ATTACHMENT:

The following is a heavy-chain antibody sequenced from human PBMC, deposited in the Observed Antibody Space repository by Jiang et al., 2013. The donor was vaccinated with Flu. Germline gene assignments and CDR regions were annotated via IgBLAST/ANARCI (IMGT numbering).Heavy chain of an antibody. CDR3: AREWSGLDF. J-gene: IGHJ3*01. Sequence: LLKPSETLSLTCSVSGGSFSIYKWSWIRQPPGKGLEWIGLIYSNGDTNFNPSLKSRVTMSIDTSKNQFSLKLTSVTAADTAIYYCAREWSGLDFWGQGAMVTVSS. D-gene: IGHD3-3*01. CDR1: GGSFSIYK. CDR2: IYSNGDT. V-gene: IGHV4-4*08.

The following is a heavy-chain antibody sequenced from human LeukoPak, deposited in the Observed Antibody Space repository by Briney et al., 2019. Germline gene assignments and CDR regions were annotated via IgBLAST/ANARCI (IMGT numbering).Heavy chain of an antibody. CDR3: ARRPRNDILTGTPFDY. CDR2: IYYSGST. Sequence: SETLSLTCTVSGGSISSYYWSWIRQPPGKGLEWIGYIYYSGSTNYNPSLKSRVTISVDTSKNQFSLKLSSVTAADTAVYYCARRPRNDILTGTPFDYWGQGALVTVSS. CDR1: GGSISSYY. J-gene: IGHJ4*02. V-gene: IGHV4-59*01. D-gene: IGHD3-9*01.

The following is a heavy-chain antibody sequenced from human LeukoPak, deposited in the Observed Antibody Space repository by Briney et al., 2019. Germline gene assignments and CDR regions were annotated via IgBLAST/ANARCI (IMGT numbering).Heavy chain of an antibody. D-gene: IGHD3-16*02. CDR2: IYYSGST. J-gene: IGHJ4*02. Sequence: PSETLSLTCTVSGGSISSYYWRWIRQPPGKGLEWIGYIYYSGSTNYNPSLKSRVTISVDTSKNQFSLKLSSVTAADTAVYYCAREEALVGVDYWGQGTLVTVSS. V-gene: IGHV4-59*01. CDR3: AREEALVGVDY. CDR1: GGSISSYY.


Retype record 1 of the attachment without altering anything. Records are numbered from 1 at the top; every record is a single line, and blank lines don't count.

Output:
The following is a heavy-chain antibody sequenced from human PBMC, deposited in the Observed Antibody Space repository by Jiang et al., 2013. The donor was vaccinated with Flu. Germline gene assignments and CDR regions were annotated via IgBLAST/ANARCI (IMGT numbering).Heavy chain of an antibody. CDR3: AREWSGLDF. J-gene: IGHJ3*01. Sequence: LLKPSETLSLTCSVSGGSFSIYKWSWIRQPPGKGLEWIGLIYSNGDTNFNPSLKSRVTMSIDTSKNQFSLKLTSVTAADTAIYYCAREWSGLDFWGQGAMVTVSS. D-gene: IGHD3-3*01. CDR1: GGSFSIYK. CDR2: IYSNGDT. V-gene: IGHV4-4*08.